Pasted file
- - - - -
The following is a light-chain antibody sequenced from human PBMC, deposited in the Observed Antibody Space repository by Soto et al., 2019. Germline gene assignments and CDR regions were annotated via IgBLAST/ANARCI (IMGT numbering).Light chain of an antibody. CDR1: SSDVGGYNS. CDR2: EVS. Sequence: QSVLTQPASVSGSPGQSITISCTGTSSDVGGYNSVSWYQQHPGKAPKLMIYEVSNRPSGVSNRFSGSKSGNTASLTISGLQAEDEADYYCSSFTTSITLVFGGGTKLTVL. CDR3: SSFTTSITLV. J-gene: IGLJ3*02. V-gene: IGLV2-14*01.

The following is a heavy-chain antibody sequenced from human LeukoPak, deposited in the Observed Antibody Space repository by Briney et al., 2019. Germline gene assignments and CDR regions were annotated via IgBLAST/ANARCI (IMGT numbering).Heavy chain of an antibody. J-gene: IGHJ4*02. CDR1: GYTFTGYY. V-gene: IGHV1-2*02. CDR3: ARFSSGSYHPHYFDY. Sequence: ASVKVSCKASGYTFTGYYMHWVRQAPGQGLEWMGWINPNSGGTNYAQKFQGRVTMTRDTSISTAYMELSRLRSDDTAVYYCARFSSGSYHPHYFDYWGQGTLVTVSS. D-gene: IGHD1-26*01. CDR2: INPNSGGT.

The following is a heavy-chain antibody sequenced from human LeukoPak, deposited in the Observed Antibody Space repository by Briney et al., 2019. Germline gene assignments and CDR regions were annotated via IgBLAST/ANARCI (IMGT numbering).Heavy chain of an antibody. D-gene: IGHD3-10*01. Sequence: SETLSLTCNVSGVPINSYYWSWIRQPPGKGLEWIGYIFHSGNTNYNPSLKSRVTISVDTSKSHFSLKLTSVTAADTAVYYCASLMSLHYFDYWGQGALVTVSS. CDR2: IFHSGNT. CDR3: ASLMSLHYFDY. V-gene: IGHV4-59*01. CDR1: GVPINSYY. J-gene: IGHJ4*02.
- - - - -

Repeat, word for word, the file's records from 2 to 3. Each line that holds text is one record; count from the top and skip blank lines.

The following is a heavy-chain antibody sequenced from human LeukoPak, deposited in the Observed Antibody Space repository by Briney et al., 2019. Germline gene assignments and CDR regions were annotated via IgBLAST/ANARCI (IMGT numbering).Heavy chain of an antibody. J-gene: IGHJ4*02. CDR1: GYTFTGYY. V-gene: IGHV1-2*02. CDR3: ARFSSGSYHPHYFDY. Sequence: ASVKVSCKASGYTFTGYYMHWVRQAPGQGLEWMGWINPNSGGTNYAQKFQGRVTMTRDTSISTAYMELSRLRSDDTAVYYCARFSSGSYHPHYFDYWGQGTLVTVSS. D-gene: IGHD1-26*01. CDR2: INPNSGGT.

The following is a heavy-chain antibody sequenced from human LeukoPak, deposited in the Observed Antibody Space repository by Briney et al., 2019. Germline gene assignments and CDR regions were annotated via IgBLAST/ANARCI (IMGT numbering).Heavy chain of an antibody. D-gene: IGHD3-10*01. Sequence: SETLSLTCNVSGVPINSYYWSWIRQPPGKGLEWIGYIFHSGNTNYNPSLKSRVTISVDTSKSHFSLKLTSVTAADTAVYYCASLMSLHYFDYWGQGALVTVSS. CDR2: IFHSGNT. CDR3: ASLMSLHYFDY. V-gene: IGHV4-59*01. CDR1: GVPINSYY. J-gene: IGHJ4*02.